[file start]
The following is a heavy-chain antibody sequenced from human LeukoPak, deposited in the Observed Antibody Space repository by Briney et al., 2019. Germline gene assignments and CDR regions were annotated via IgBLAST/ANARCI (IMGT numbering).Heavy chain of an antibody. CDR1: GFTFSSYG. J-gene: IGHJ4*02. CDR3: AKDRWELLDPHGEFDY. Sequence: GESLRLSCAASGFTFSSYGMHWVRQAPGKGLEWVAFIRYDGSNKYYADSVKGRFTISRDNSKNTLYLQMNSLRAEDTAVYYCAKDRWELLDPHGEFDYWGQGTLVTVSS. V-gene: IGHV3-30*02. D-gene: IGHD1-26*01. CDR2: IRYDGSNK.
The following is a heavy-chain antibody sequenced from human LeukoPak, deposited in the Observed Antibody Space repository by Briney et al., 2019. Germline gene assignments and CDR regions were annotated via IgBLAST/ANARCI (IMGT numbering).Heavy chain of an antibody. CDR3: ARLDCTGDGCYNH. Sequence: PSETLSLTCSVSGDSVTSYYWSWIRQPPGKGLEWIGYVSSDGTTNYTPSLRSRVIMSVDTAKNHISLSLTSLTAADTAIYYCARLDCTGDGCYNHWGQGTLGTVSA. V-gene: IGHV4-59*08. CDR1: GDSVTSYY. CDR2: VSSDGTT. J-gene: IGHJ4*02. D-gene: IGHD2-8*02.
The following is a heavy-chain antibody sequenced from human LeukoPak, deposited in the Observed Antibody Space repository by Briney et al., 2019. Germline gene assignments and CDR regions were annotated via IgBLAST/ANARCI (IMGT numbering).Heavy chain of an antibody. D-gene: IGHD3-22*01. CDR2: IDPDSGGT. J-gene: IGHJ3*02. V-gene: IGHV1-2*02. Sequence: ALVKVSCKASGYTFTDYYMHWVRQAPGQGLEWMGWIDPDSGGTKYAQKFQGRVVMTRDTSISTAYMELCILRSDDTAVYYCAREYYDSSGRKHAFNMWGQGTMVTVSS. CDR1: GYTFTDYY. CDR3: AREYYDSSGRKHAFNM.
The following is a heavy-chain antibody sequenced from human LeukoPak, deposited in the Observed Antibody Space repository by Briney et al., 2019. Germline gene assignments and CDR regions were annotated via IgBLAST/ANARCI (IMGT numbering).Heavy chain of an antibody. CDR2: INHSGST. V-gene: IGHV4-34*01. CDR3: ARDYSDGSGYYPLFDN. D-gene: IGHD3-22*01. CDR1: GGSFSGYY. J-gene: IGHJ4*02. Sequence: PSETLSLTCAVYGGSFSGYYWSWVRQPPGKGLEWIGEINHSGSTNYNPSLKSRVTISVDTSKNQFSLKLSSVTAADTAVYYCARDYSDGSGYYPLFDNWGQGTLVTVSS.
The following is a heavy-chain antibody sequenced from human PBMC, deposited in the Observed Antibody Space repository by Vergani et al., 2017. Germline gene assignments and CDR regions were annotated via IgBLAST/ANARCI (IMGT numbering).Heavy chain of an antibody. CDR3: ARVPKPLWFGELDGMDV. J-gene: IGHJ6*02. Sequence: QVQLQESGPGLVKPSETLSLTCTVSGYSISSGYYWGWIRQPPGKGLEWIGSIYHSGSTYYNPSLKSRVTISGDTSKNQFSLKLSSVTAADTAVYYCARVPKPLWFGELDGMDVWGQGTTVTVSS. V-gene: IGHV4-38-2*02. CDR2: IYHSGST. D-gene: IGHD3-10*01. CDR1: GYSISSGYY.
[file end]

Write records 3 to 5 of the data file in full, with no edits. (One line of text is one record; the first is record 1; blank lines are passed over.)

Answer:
The following is a heavy-chain antibody sequenced from human LeukoPak, deposited in the Observed Antibody Space repository by Briney et al., 2019. Germline gene assignments and CDR regions were annotated via IgBLAST/ANARCI (IMGT numbering).Heavy chain of an antibody. D-gene: IGHD3-22*01. CDR2: IDPDSGGT. J-gene: IGHJ3*02. V-gene: IGHV1-2*02. Sequence: ALVKVSCKASGYTFTDYYMHWVRQAPGQGLEWMGWIDPDSGGTKYAQKFQGRVVMTRDTSISTAYMELCILRSDDTAVYYCAREYYDSSGRKHAFNMWGQGTMVTVSS. CDR1: GYTFTDYY. CDR3: AREYYDSSGRKHAFNM.
The following is a heavy-chain antibody sequenced from human LeukoPak, deposited in the Observed Antibody Space repository by Briney et al., 2019. Germline gene assignments and CDR regions were annotated via IgBLAST/ANARCI (IMGT numbering).Heavy chain of an antibody. CDR2: INHSGST. V-gene: IGHV4-34*01. CDR3: ARDYSDGSGYYPLFDN. D-gene: IGHD3-22*01. CDR1: GGSFSGYY. J-gene: IGHJ4*02. Sequence: PSETLSLTCAVYGGSFSGYYWSWVRQPPGKGLEWIGEINHSGSTNYNPSLKSRVTISVDTSKNQFSLKLSSVTAADTAVYYCARDYSDGSGYYPLFDNWGQGTLVTVSS.
The following is a heavy-chain antibody sequenced from human PBMC, deposited in the Observed Antibody Space repository by Vergani et al., 2017. Germline gene assignments and CDR regions were annotated via IgBLAST/ANARCI (IMGT numbering).Heavy chain of an antibody. CDR3: ARVPKPLWFGELDGMDV. J-gene: IGHJ6*02. Sequence: QVQLQESGPGLVKPSETLSLTCTVSGYSISSGYYWGWIRQPPGKGLEWIGSIYHSGSTYYNPSLKSRVTISGDTSKNQFSLKLSSVTAADTAVYYCARVPKPLWFGELDGMDVWGQGTTVTVSS. V-gene: IGHV4-38-2*02. CDR2: IYHSGST. D-gene: IGHD3-10*01. CDR1: GYSISSGYY.